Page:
• We all have infinitely different opportunities. We know different people. We had different parents. We were raised with different ideas. We have different brains. There is, in some ways, no level playing field. If my best effort results in a decent job and a little house and a cool family, and your best effort results in a new energy source that changes the world, have I failed? Or have I stepped up and gone for it? Any time I’m looking at you is time I could be improving myself. 

Get some experience!

I have already mentioned a study that showed that amongst investors, patience increases with age and tenure. There is in some ways no way around it: As you get older, gain more experience and discover how the world works, you tend to become more patient.

Whilst age is not something you have much control over, experience certainly is. Push yourself to gain experience within your industry. Be beyond your years in terms of the things you know and the things you have done. With this pursuit, you will find yourself taking a longer-term view of your situation and the wider world.

100% commitment is easier than 98% commitment

A good friend of mine shared this philosophy with me a few years ago now, and I found it deeply profound. By being 100% committed to a path, the decision-making process is simplified. Anything that gets you closer to your goal, is unavoidably essential. Anything unrelated to your goal is absolutely unimportant. It is a brutal and relentless attitude to adopt, but it is also a straightforward and meaningful way to live.

Whenever this kind of topic is bought up, I am reminded of one of my favourite quotes by Jonny Ive. Ive was the head designer at Apple, who spent a lot of time with Steve Jobs.

“Steve was the most remarkably focused person I’ve ever met in my life…You can achieve so much when you truly focus…One of the things that Steve would say is, how many things have you said no to? …What focus means, is saying no to something that you, with every bone in your body, think is a phenomenal idea. And you wake up thinking about it, but you say no to it because you’re focused on something else”

Jonny Ive

Work on your own self-image

One reason that people become impatient and lack control in their lives, is because they feel as though they need to appear like they are “winning” to themselves or someone else. Why? What do you need to prove ultimately?

The antidote for this kind of impatient insecurity is genuine self-awareness and esteem. If you know who you are and are comfortable in your own skin, you can then just put your head down and graft. Let people talk about this and that. They don’t know you as you do.

read also: How to become ambitious and motivated!

7 great men and women on developing patience and self-control

“The two most powerful warriors are patience and time”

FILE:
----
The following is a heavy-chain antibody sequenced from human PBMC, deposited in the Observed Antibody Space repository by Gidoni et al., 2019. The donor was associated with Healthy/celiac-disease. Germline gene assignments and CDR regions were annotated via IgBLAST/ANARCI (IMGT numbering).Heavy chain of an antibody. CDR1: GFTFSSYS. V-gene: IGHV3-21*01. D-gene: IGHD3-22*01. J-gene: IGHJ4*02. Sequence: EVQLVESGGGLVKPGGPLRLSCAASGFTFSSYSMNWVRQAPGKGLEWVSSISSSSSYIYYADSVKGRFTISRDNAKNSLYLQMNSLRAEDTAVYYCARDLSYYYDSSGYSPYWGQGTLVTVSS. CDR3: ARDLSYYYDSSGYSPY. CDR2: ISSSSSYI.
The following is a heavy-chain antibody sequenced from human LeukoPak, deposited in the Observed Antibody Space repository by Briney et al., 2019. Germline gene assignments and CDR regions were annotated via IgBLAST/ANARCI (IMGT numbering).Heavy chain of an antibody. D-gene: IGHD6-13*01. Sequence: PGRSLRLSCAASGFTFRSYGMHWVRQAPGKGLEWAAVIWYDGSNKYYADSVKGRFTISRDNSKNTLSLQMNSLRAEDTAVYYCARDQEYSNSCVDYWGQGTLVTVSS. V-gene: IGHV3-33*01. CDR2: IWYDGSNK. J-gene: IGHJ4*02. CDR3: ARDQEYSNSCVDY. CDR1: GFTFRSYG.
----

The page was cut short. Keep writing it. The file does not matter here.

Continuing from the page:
Leo Tolstoy

“Two things define you: your patience when you have nothing and your attitude when you have everything”

George Bernard Shaw

“We could never learn to be brave and patient, if there were only joy in the world”

Helen Keller

“Patience is the art of concealing your impatience”

Guy Kawasaki

“Patience, persistence and perspiration make an unbeatable combination for success”

Napoleon Hill

“When I was 20, I thought I was 30- but I was so far from it. When you’re young, you want everything to happen now. As you mature, you can look back and see all the great things you achieved with time and patience”

Elisha Cuthbert

“Patience- that blending of moral courage with physical timidity”

Thomas Hardy

Read also: 55 goal setting quotes from the best of men

More top work on developing character

There is a huge amount of great self-development content out there, but I’d like to mention a few specific resources that have left a significant impression on me personally.

I am a huge fan of the work of former radio host and speaker Les Brown. His story is a true rags to riches account, and he is incredible at what he does. Here is a short excerpt from one of his most famous speeches:

If I had to choose just one book to recommend on the topics of patience and character development, it would easily be “An Unsung Hero-Tom Crean“.

The book is a biography of Tom Crean, a humble farmer’s son who ran away to join the navy when he was 15 and who ended up serving on 3 of the great polar exploration expeditions. It is a historic account of a genuinely heroic man who saved countless lives and earned massive respect from the great navy generals of the time.

Reading the book will leave you inspired to fulfil your potential, and remain positive and good-humoured in the face of impossible challenges. You can find the book on Amazon, here is a link.